I thought naively, ‘Oh, well this would be an easy book and I could write it quickly.’ And then with every single chapter — I call it Alice in Wonderland Syndrome — I would fall into this pit of research that no one had uncovered. And that’s where the title for the book comes from. Because I thought I knew Tahoe like the back of my hand; I knew where to ski, where to hike, where to swim, where to fish, where to climb, but I didn’t know the other side of my hand. I knew nothing about Tahoe’s history, at all.


MI: Tahoe’s history is so complex. How did you narrow down your material to less than 300 pages and choose the people you profile in your book?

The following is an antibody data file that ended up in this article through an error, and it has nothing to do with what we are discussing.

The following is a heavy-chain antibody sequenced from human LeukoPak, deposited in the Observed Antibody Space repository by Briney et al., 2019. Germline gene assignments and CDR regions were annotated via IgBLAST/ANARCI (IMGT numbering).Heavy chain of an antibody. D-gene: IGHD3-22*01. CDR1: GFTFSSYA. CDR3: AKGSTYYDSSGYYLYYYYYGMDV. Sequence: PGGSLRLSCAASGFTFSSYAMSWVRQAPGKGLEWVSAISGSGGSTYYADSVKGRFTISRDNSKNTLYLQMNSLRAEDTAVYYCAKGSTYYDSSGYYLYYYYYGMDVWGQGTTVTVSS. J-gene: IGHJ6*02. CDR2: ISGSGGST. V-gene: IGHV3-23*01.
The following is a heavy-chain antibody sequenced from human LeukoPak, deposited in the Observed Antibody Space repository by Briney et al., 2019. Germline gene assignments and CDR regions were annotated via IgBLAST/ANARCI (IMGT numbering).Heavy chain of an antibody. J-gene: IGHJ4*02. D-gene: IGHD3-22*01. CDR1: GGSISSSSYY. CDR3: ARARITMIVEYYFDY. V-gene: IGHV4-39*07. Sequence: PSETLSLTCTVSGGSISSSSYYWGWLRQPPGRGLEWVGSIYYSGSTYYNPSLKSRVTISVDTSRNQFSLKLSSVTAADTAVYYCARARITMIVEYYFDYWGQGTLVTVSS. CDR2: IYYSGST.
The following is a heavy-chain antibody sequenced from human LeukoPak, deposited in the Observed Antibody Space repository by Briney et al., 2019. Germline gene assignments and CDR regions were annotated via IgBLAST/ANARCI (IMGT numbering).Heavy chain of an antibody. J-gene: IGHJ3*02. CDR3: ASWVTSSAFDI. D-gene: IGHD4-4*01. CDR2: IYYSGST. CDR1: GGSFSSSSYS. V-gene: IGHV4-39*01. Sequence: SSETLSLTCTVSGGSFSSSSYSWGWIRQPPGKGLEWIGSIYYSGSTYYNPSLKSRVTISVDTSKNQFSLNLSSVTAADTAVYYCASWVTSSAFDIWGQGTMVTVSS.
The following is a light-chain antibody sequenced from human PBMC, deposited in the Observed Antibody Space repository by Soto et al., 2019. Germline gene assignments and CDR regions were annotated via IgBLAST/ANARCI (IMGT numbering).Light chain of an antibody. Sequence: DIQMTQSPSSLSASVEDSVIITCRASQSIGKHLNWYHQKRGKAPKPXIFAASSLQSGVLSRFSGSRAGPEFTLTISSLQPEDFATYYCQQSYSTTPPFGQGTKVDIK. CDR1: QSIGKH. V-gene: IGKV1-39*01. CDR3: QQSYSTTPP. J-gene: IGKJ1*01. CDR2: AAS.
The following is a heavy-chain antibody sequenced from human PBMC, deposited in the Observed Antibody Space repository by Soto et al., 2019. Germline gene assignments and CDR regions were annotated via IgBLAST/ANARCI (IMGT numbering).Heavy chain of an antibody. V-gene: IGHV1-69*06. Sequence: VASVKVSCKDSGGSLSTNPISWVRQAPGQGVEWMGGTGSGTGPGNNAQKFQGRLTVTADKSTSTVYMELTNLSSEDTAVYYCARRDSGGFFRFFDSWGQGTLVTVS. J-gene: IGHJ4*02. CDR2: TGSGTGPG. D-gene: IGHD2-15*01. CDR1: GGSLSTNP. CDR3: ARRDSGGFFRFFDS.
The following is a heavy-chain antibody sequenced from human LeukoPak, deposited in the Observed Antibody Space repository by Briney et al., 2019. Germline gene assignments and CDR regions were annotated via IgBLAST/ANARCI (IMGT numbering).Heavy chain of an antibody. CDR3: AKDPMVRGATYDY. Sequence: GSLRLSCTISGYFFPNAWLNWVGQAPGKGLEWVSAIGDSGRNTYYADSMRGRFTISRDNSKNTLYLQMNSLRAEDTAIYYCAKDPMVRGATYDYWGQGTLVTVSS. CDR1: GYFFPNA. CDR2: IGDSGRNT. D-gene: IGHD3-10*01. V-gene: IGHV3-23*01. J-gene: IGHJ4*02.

SL: The first draft of this book was literally 1,000 pages long and the second draft was 500 pages long. This is the fourth, fifth, times nine, draft of the book. And I’m really happy with the way it came out. But it took me forever to figure out how to tell Tahoe’s story because it’s so vast. Ten thousand years of history, more authors than I could possibly have imagined when I started— and it’s not just like Mark Twain slept here. No, Mark Twain becomes Mark Twain here. Same with Steinbeck, same with Muir. Same with all of these writers.